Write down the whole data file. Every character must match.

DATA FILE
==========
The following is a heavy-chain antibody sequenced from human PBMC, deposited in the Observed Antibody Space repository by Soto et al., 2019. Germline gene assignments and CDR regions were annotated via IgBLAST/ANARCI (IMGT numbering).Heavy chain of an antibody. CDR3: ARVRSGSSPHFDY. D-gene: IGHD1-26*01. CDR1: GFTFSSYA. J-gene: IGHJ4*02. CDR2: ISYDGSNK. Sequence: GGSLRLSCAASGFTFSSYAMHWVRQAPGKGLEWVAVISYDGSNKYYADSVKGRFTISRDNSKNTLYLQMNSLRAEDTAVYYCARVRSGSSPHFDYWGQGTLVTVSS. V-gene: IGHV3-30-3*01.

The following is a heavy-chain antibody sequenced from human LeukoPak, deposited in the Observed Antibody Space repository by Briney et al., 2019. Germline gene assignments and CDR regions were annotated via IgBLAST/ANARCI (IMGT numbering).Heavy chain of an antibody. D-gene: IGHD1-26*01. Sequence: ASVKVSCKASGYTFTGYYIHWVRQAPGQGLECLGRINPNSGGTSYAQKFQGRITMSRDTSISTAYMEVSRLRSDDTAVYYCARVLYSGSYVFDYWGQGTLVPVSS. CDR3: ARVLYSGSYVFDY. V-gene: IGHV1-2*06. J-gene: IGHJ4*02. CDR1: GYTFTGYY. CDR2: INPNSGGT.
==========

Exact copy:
The following is a heavy-chain antibody sequenced from human PBMC, deposited in the Observed Antibody Space repository by Soto et al., 2019. Germline gene assignments and CDR regions were annotated via IgBLAST/ANARCI (IMGT numbering).Heavy chain of an antibody. CDR3: ARVRSGSSPHFDY. D-gene: IGHD1-26*01. CDR1: GFTFSSYA. J-gene: IGHJ4*02. CDR2: ISYDGSNK. Sequence: GGSLRLSCAASGFTFSSYAMHWVRQAPGKGLEWVAVISYDGSNKYYADSVKGRFTISRDNSKNTLYLQMNSLRAEDTAVYYCARVRSGSSPHFDYWGQGTLVTVSS. V-gene: IGHV3-30-3*01.

The following is a heavy-chain antibody sequenced from human LeukoPak, deposited in the Observed Antibody Space repository by Briney et al., 2019. Germline gene assignments and CDR regions were annotated via IgBLAST/ANARCI (IMGT numbering).Heavy chain of an antibody. D-gene: IGHD1-26*01. Sequence: ASVKVSCKASGYTFTGYYIHWVRQAPGQGLECLGRINPNSGGTSYAQKFQGRITMSRDTSISTAYMEVSRLRSDDTAVYYCARVLYSGSYVFDYWGQGTLVPVSS. CDR3: ARVLYSGSYVFDY. V-gene: IGHV1-2*06. J-gene: IGHJ4*02. CDR1: GYTFTGYY. CDR2: INPNSGGT.